ÉNERGIE, MINES ET RESSOURCES — électricité — contrat d’approvisionnement — Churchill Falls (Labrador) Corporation Ltd — Hydro-Québec — contrat conclu en 1969 — obligation d’agir de bonne foi — renégociation du prix — théorie de l’imprévision — interprétation du contrat — réparation appropriée — prescription extinctive — fin de non-recevoir — conduite du demandeur — dépens — frais d’expert — «honoraire spécial».

CONTRAT — interprétation — intention des parties — contrat d’approvisionnement — électricité — prix — bénéfices imprévus — partage — théorie de l’imprévision.

PROCÉDURE CIVILE — honoraires judiciaires — «honoraire spécial» — cause importante — contrat d’approvisionnement — électricité — contrat conclu en 1969 — Hydro-Québec — Churchill Falls (Labrador) Corporation Ltd — théorie de l’imprévision.

PROCÉDURE CIVILE — administration de la preuve — production de documents — rapport d’expert — recevabilité de la preuve — qualification de l’expert — pertinence — force probante — nécessité — fiabilité.

Requête en jugement déclaratoire. Rejetée.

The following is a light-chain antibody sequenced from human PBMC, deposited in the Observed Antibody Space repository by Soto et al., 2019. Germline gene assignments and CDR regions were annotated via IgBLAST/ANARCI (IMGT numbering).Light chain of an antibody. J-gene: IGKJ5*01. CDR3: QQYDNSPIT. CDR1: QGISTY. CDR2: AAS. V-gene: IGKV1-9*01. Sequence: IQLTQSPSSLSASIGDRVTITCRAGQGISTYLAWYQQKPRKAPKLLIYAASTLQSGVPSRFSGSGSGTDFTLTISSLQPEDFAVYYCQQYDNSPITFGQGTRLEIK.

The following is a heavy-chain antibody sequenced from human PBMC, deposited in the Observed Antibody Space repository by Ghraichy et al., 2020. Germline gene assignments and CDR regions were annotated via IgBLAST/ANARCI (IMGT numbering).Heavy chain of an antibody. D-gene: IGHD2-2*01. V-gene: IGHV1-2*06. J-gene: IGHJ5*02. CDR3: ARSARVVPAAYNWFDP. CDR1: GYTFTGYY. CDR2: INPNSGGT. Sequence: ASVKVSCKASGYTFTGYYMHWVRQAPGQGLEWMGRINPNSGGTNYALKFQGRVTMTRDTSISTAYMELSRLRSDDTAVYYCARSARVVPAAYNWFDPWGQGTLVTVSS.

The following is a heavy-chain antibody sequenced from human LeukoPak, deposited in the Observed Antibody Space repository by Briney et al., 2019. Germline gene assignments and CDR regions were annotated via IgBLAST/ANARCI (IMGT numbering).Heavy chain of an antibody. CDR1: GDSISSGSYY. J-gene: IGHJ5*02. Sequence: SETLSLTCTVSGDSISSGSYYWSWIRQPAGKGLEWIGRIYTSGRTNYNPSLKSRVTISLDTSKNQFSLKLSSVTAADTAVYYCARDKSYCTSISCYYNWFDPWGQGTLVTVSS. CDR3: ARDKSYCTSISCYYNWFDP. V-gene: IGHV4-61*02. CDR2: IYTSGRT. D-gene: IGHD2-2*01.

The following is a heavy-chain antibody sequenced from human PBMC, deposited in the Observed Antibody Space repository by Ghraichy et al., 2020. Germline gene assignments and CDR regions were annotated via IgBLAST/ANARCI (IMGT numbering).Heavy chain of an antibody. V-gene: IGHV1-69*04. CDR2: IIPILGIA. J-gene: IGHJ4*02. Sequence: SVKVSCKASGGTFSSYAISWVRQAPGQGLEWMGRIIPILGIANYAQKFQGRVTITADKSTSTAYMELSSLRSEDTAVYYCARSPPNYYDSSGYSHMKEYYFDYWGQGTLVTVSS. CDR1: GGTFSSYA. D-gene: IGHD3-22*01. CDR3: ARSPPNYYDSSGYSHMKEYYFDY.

Les parties ont conclu un contrat d’électricité le 12 mai 1969. En vertu de celui-ci, la demanderesse acceptait de fournir à la défenderesse substantiellement toute l’électricité provenant de la station hydroélectrique de la demanderesse pendant un terme initial de 44 ans et pour un terme additionnel de 25 ans se terminant en 2041. La demanderesse souhaite que le tribunal déclare que, dans les circonstances de l’espèce, le principe de droit civil de la bonne foi exige une modification pour l’avenir du prix établi dans le contrat afin que le prix payé à la demanderesse soit juste et équitable. Elle affirme que, pour que le prix soit juste et équitable, il faut au minimum que la valeur commerciale future de l’électricité produite par le projet Churchill Falls soit partagée entre la demanderesse et la défenderesse d’une manière raisonnable et conforme aux réalités actuelles ainsi qu’au contrat d’électricité. Selon la demanderesse, en raison de l’augmentation importante et totalement imprévisible des prix de l’énergie dans les années qui ont suivi la signature du contrat, dès le début des années 1970, contrairement aux attentes des parties, de la forte concurrence sur les marchés énergétiques qui a suivi, des modifications législatives survenues au Québec qui ont donné à la défenderesse un accès total aux marchés de l’exportation et des règles de libre-échange avec les États-Unis, qui ont permis à d’autres parties d’accéder au réseau de transmission de la défenderesse, le principe de la bonne foi dans les négociations et l’exécution des contrats, particulièrement dans des contrats à très long terme, exige une modification des modalités de l’entente concernant les prix. Elle fait valoir que le refus de la défenderesse de convenir d’un prix juste et équitable pour l’avenir constitue un abus de droit nécessitant une modification du contrat. Elle réclame une ordonnance de modification à compter du 30 novembre 2009 du taux payable par la défenderesse. Subsidiairement, elle demande que le contrat soit résilié à compter de six mois suivant la date du jugement. La défenderesse demande le rejet de cette requête, affirmant que ce que la demanderesse recherche, en fait et en droit, est une réparation fondée sur la «théorie de l’imprévision», soit un concept juridique qui a été expressément rejeté par le législateur à la plus récente réforme du Code civil du Québec.